Trade Regulations

JPMS Fined $800,000 for Failure to Supervise and Pre-Trade Controls

A Case for At-Trade Risk Management

JPM accepted a fine for $800,000 because they “failed to establish, document, and maintain a system of risk management controls and supervisory procedures, including written supervisory procedures and an adequate system of follow-up and review, reasonably designed to manage the financial, regulatory, and other risks of its market access business.”[i]

The regulatory fine points out a number of problems. These include:

  • Inadequate pre-trade controls.
  • Complex order routing through multiple trading systems
  • Ability for the traders to override pre-trade risk controls through the use of “Soft-blocks” instead of hard controls
  • Pre-trade controls that were set to benefit the trader and not to protect the firm or the markets.
  • Pre-trade controls that were “generally set too-high to be effective.”[ii]
  • Order message controls “employed soft-block alerts for order or message activity, rather than any hard-blocks, that could be overridden, and the levels set for the alerts were too high to identify potentially unintended messaging activity.”[iii]

Edge Financial Technologies has recognized the pattern of issues related to this fine. We have seen it multiple times. Consider the following:

Traders:

  • Want speedy execution to avoid market slippage.
  • Want multiple trading systems (backup, additional functionality, algos, etc.)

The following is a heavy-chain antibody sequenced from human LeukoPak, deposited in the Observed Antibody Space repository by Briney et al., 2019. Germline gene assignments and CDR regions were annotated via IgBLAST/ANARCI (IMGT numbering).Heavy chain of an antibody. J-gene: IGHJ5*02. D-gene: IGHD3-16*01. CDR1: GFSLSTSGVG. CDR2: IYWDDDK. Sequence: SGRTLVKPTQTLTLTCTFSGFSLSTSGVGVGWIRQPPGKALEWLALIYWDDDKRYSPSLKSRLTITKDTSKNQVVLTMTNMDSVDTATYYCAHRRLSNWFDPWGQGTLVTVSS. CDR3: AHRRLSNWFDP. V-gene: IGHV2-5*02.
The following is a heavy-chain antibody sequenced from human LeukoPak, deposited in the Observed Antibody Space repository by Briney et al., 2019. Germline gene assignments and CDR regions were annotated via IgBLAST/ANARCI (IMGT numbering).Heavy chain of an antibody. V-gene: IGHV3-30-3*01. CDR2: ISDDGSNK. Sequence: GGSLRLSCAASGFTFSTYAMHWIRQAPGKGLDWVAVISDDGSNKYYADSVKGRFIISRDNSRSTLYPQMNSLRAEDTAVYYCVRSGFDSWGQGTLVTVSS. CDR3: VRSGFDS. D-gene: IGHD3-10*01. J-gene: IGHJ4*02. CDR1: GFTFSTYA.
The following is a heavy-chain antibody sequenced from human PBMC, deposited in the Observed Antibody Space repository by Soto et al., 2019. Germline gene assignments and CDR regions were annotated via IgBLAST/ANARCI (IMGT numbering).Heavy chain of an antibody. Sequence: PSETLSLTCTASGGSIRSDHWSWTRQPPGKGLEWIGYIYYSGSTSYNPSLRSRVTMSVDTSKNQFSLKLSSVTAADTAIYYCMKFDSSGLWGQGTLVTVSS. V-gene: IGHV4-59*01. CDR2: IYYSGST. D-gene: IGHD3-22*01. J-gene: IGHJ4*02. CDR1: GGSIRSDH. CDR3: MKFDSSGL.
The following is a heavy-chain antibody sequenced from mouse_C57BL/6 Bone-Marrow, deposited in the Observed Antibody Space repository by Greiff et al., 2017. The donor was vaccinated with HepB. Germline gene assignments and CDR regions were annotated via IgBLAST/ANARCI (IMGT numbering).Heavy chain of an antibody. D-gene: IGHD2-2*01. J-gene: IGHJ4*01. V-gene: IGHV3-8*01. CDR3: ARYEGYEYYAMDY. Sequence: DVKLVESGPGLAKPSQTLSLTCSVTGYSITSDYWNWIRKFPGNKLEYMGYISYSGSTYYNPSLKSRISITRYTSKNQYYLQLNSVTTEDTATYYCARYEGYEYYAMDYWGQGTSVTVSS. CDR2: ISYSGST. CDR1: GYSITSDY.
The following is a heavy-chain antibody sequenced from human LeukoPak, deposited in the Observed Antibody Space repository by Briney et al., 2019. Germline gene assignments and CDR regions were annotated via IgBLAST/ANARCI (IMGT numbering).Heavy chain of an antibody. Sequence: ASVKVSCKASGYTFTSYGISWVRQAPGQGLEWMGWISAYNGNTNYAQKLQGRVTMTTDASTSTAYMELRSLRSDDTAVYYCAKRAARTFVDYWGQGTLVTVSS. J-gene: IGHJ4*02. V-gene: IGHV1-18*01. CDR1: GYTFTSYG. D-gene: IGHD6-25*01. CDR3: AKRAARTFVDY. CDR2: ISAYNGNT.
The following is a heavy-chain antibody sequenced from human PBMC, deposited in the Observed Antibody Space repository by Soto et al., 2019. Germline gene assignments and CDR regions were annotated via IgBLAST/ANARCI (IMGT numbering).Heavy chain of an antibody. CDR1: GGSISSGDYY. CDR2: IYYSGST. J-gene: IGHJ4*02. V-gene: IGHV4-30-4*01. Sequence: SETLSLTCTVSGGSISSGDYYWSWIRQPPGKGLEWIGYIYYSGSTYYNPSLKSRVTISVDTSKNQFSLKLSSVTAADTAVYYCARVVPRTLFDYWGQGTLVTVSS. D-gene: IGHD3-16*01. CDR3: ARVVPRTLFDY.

• Have market experience that must operate in real time
  • Produce the revenue that drives the firm

Risk & Compliance:

  • Are a cost center
  • Review activity after the fact and have the luxury of hindsight
  • Are required to have oversight

IT & ISVs

  • Take direction primarily from the profit centers

When the developers who are putting in the pre-trade risk systems gather requirements they are often encouraged, to “meet the minimum” risk requirements and compliance because execution slippage is expensive. Over time all trading systems change. The changes may be settings, or may be new features, or additional functionality. Regardless of the change, pressure on the “minimum” requirements builds and sooner or later a fault appears.

Our belief is that this is what occurred at JPMS. We doubt anyone initially designed the order routing technology to have these faults. The pressure of new integrations, parameter changes, new markets all build to introduce a fault line in the order processing systems.

A systematic risk management program should address the pressures on the system by implementing a new level of oversight using At-Trade risk management technology

What is At-Trade Risk Management?

At-Trade risk management oversees the trading activity in near real time across all exchanges, accounts, traders, and technology with the capability to alert and take manual or automated action that is appropriate to the situation.